Chapter 19 – Sudden Postpartum Maternal Collapse




Abstract




This is the most common cause of maternal collapse in the immediate postnatal period, and in the most recent MBRRACE report, the number of maternal deaths as a result of this has risen from 13 to 21 in the last triennium [1]. Postpartum haemorrhage (PPH) occurs following approximately 1%–5% of deliveries. Primary PPH is defined as more than 500 mL of blood lost from the genital tract with 24 hours of delivery and is categorised as minor (500–1000 mL) and major (>1000 mL). A loss of more than 2000 mL of blood is often classed as massive postpartum haemorrhage and is often audited [2]. The causes of primary PPH can be remembered as ‘the 4 T’s’ – tone, trauma, tissue and thrombin. Secondary PPH occurs after 24 hours of delivery and is attributable mostly to retained products of conception (placental fragments) and endometritis.





Chapter 19 Sudden Postpartum Maternal Collapse


Becky Liu and Amarnath Bhide




Key Facts




  • Maternal collapse is an acute event involving the cardiorespiratory system and/or brain, resulting in a reduced or absent consciousness level (and potentially death), in the immediate period following delivery and up to 6 weeks after delivery.



  • Maternal collapse occurs in 0.14–6 of 1000 births, making it crucial that health care professionals are sufficiently trained in prompt resuscitation, investigations and management, to avoid potentially devastating consequences.



  • The causes of postpartum collapse can be conveniently grouped into immediate (within 24 hours of delivery) and late (24 hours to 6 weeks postnatal), as the underlying causes are potentially different.



  • 75% of maternal deaths in 2013–2015 occurred in the postpartum period according to the UK Enquiries into Maternal Deaths and Morbidity report.



  • Cardiac causes remain the leading cause of maternal death, while thromboembolism is the leading direct cause of death.



  • There has been a 99% increase in deaths due to haemorrhage in 2013–2015, mostly secondary to an increase in abnormal placentation.



Causes of Immediate Postpartum Collapse



Haemorrhage


This is the most common cause of maternal collapse in the immediate postnatal period, and in the most recent MBRRACE report, the number of maternal deaths as a result of this has risen from 13 to 21 in the last triennium [1]. Postpartum haemorrhage (PPH) occurs following approximately 1%–5% of deliveries. Primary PPH is defined as more than 500 mL of blood lost from the genital tract with 24 hours of delivery and is categorised as minor (500–1000 mL) and major (>1000 mL). A loss of more than 2000 mL of blood is often classed as massive postpartum haemorrhage and is often audited [2]. The causes of primary PPH can be remembered as ‘the 4 T’s’ – tone, trauma, tissue and thrombin. Secondary PPH occurs after 24 hours of delivery and is attributable mostly to retained products of conception (placental fragments) and endometritis.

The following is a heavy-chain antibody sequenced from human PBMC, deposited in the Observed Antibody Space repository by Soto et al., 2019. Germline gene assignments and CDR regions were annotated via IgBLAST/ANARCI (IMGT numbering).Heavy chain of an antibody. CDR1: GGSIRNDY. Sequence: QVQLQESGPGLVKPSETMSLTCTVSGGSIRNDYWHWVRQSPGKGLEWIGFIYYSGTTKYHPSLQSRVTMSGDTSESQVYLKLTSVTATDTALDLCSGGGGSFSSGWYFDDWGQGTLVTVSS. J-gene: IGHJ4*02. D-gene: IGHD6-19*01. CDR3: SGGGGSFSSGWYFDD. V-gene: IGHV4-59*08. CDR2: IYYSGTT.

Tone

Atony, or a loss of tone due to a lack of uterine contractility, is the most common cause of PPH. It is important to assess the woman for antenatal and intrapartum risk factors (Table 19.1) in order to make adequate preparations for prompt management.




Table 19.1 Risk factors for uterine atony












































Antepartum
High BMI/obesity
Past history of PPH
Multiple pregnancy
Polyhydramnios
Macrosomia
Uterine fibroids
Induction of labour
Antepartum haemorrhage
Intrapartum
Induction or augmentation of labour
Failure to progress in labour
Prolonged labour
Operative/instrumental delivery
Chorio-amnionitis
Use of general anaesthetic
Postpartum
Inappropriate third stage management
Retained placenta/manual removal


Trauma

Vaginal, perineal and cervical trauma are commonly seen following vaginal deliveries and are particularly associated with instrumental deliveries. Haematomas, from a ruptured vessel during the course of delivery, or from unsecured haemostasis following perineal suturing, can form postpartum. This can be an immediate or late complication post-delivery.


Uterine rupture typically presents intrapartum but can occasionally also present in the immediate postpartum period. Collapse in a patient with a scarred uterus following delivery, with or without associated bleeding and/or abdominal pain, should raise suspicion. Therefore, it is important to remember that visual estimation of blood loss does not always correlate with the actual volume lost and is often underestimated. Therefore, it is vital to assess the patient clinically. Due to the physiological changes of pregnancy, heart rate and blood pressure may not begin to show alterations unless the blood loss has exceeded 1000 mL [2].



Tissue

Retained placental tissue can prevent uterine contractility and cause continued bleeding. In a primary PPH, it is essential to check that both the placenta and its membranes are complete.